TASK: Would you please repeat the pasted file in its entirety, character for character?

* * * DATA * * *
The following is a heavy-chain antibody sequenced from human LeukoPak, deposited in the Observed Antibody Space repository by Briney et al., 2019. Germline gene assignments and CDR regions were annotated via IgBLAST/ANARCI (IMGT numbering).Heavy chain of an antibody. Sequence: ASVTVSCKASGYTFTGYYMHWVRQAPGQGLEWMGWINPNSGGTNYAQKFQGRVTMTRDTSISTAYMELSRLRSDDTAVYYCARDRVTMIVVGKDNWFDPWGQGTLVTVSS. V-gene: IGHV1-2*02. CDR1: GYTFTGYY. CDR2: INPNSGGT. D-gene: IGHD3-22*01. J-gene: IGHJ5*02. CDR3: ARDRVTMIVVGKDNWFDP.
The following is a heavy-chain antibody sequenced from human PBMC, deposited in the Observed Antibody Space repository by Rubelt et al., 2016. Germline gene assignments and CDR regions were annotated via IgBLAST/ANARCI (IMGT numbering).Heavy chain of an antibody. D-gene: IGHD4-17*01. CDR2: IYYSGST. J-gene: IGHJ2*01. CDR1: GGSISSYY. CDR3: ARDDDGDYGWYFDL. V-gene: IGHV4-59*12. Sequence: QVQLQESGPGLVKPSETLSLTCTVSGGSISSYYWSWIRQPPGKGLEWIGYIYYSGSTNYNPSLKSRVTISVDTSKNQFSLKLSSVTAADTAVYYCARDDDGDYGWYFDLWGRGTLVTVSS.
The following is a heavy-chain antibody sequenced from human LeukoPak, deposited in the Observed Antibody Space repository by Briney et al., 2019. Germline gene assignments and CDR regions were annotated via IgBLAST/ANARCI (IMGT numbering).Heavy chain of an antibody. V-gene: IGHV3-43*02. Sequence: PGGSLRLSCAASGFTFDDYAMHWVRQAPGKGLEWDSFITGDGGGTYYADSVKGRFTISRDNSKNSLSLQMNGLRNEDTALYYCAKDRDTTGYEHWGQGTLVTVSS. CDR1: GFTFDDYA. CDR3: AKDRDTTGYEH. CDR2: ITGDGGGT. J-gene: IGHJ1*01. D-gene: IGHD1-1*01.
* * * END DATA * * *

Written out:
The following is a heavy-chain antibody sequenced from human LeukoPak, deposited in the Observed Antibody Space repository by Briney et al., 2019. Germline gene assignments and CDR regions were annotated via IgBLAST/ANARCI (IMGT numbering).Heavy chain of an antibody. Sequence: ASVTVSCKASGYTFTGYYMHWVRQAPGQGLEWMGWINPNSGGTNYAQKFQGRVTMTRDTSISTAYMELSRLRSDDTAVYYCARDRVTMIVVGKDNWFDPWGQGTLVTVSS. V-gene: IGHV1-2*02. CDR1: GYTFTGYY. CDR2: INPNSGGT. D-gene: IGHD3-22*01. J-gene: IGHJ5*02. CDR3: ARDRVTMIVVGKDNWFDP.
The following is a heavy-chain antibody sequenced from human PBMC, deposited in the Observed Antibody Space repository by Rubelt et al., 2016. Germline gene assignments and CDR regions were annotated via IgBLAST/ANARCI (IMGT numbering).Heavy chain of an antibody. D-gene: IGHD4-17*01. CDR2: IYYSGST. J-gene: IGHJ2*01. CDR1: GGSISSYY. CDR3: ARDDDGDYGWYFDL. V-gene: IGHV4-59*12. Sequence: QVQLQESGPGLVKPSETLSLTCTVSGGSISSYYWSWIRQPPGKGLEWIGYIYYSGSTNYNPSLKSRVTISVDTSKNQFSLKLSSVTAADTAVYYCARDDDGDYGWYFDLWGRGTLVTVSS.
The following is a heavy-chain antibody sequenced from human LeukoPak, deposited in the Observed Antibody Space repository by Briney et al., 2019. Germline gene assignments and CDR regions were annotated via IgBLAST/ANARCI (IMGT numbering).Heavy chain of an antibody. V-gene: IGHV3-43*02. Sequence: PGGSLRLSCAASGFTFDDYAMHWVRQAPGKGLEWDSFITGDGGGTYYADSVKGRFTISRDNSKNSLSLQMNGLRNEDTALYYCAKDRDTTGYEHWGQGTLVTVSS. CDR1: GFTFDDYA. CDR3: AKDRDTTGYEH. CDR2: ITGDGGGT. J-gene: IGHJ1*01. D-gene: IGHD1-1*01.